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The Link Between Pattern Hair Loss and Fibrosis (Collagen)

pattern hair loss fibrosis

Have you ever noticed how bald men’s scalps often look shiny? How the skin appears harder and more tight compared to skin elsewhere on the body? It’s not a coincidence. In fact, these characteristics provide valuable insights into the causes of pattern hair loss. Most importantly, though, they could provide the key to reversing androgenetic alopecia and regrowing a full head of hair.

The current explanation of pattern hair loss

Dihydrotestosterone (DHT)
Dihydrotestosterone (DHT)

If you ask your doctor about pattern hair loss, chances are he’ll tell you that a hormone called dihydrotestosterone (DHT) binds to hair follicles, causing them to shrink and eventually stop producing hair.

This explanation is based on various observations made in the 20th century. For example:

These observations make it clear that there is indeed a link between DHT and hair loss.

However, the hair-miniaturising effects of DHT have never actually been observed in practice. Not only that, there are a number of problems with this simple explanation:

  • DHT causes hair growth elsewhere on the body
  • Men can have high levels of DHT but never go bald
  • Bald men are more likely to suffer a number of seemingly unrelated conditions – heart disease, prostate cancer, insulin resistance
  • There are various other differences between bald scalps and non-bald scalps besides DHT

This last point is the focus of this article, and we’ll get to that in a minute. For now, though, the evidence is pretty strong to suggest that DHT is only part of the story.

For a more detailed look at the links between DHT and hair loss, check out this article.

Bald scalps vs. non-bald scalps

Besides elevated DHT levels, there are a number of differences between bald and non-bald scalps.

A finding that has caused a great deal of interest in recent years was the observation that PGD2 levels are around 3x higher in bald men’s scalps compared to non-bald men. This has since spawned a number of attempts to develop a hair loss cure that works by reducing PGD2.

Another observation that gets less attention than it perhaps deserves is that bald scalps have significantly reduced blood flow.

And finally, the difference that we’ll focus on in this article is that bald scalps have significantly increased collagen bundles compared to controls. This observation goes a long way to explaining the problems with the DHT hypothesis explained above, and may well provide the key to actually reversing pattern hair loss.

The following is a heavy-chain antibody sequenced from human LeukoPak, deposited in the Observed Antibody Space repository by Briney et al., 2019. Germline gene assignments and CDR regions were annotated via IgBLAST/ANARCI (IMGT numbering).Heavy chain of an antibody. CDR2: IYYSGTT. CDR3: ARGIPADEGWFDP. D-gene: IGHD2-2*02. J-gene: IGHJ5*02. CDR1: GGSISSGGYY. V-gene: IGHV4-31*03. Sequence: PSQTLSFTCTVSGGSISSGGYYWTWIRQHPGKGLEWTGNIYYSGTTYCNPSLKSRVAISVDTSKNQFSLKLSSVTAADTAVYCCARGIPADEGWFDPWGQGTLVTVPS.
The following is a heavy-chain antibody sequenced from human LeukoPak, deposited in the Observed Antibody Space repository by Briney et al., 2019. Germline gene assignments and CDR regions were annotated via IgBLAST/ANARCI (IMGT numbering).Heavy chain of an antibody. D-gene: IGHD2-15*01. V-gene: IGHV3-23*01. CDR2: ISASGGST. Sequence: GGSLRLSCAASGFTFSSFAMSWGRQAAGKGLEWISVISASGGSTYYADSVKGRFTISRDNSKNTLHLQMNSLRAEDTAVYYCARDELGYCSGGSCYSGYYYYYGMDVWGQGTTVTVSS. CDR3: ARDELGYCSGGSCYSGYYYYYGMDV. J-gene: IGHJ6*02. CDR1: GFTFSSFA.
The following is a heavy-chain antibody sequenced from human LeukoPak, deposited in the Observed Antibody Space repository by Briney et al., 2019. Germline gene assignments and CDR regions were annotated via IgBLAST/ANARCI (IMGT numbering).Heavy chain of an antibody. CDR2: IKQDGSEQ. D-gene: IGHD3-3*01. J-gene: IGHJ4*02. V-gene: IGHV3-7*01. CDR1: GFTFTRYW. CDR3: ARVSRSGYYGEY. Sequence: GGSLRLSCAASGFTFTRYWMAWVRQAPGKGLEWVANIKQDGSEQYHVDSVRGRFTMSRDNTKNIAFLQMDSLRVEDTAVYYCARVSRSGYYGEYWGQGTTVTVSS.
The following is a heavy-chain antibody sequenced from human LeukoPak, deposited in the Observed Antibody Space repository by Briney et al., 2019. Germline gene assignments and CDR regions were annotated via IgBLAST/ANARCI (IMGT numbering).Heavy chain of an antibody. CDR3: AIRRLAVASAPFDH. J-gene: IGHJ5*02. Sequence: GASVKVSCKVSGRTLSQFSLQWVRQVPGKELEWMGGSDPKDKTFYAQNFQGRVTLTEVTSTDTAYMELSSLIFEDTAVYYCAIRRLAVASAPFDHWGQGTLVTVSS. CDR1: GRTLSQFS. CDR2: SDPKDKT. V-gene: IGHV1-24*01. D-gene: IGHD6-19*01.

Collagen is the main structural protein of the body’s skin and connective tissue. Your body produces collagen to heal cuts, grazes, etc. but sometimes too much collagen is produced, leaving scar tissue.

Collagen, fibrosis, hair loss

An excess of collagen, such as is produced when a cut is particularly deep, is called fibrosis.

Fibrosis doesn’t just occur in response to injury though. It can occur in any tissue of the body, such as the lungs, the liver, or the heart (more on this later).

Scleroderma is an autoimmune disorder that leads to fibrosis of the skin. This excess collagen produces hard, tight skin that can often look shiny – not massively dissimilar to the appearance of the scalp in advanced (Norwood 7) pattern hair loss (thanks to Rob from Perfect Hair Health for pointing out the similarities between these two conditions).

Hair loss and fibrosis

So, are the visual similarities between scleroderma (fibrosis) and pattern hair loss just coincidental?

This study suggests not. Collagen levels in bald scalps were measured and compared to control (non-bald) scalps. The result:

“It was found that collagen bundles were significantly increased in balding vertexes than in non-balding occiput scalp skin. A near 4-fold increase in elastic fibers was observed in both vertex and occiput scalp skins with MPHL versus controls.”

So, collagen levels – i.e. fibrosis – are almost four times greater in bald men compared to non-bald men. Similar observations have been made in other studies1,2.

The link is further strengthened by the observation that PGD2 stimulates calcification and fibrosis. As mentioned above, PGD2 levels are around 3x higher in bald scalps.

scleroderma hair loss fibrosis
Hair loss as a result of fibrosis

This all raises the question of whether this fibrosis causes hair loss, or whether it is merely correlated with it.

Unfortunately, there are no studies that have specifically addressed this question. However, findings from related studies suggest the link between hair loss and fibrosis is causal, not merely correlative.

This study describes a rare case of scleroderma (fibrosis) of the scalp. The subject, a female, experienced hair loss precisely in the area of fibrosis, but not anywhere else on the scalp.

This strongly suggests that fibrosis causes hair loss.

Further, the fact that the subject was female significantly reduces the likelihood of DHT being to blame. It seems that calcification and fibrosis cause hair loss even in the absence of androgens.

So where does DHT come into the picture?

At present, we have two competing explanations of pattern hair loss: fibrosis and DHT.

The current medical consensus is that DHT binds to hair follicles, causing them to shrink and stop producing hair. In other words, that DHT causes hair loss. This is what most doctors will tell you.

But this causal relationship between DHT and hair loss has never been properly established. And there are a number of problems with this explanation, as we saw earlier.

Given that fibrosis is elevated in pattern hair loss, and fibrosis causes hair loss even in the absence of DHT, it seems more reasonable to argue that fibrosis is what causes hair loss, not DHT.

So where does DHT fit in this picture? After all, drugs that reduce DHT have been demonstrated to be effective at slowing down pattern hair loss – it must have some effect on hair loss.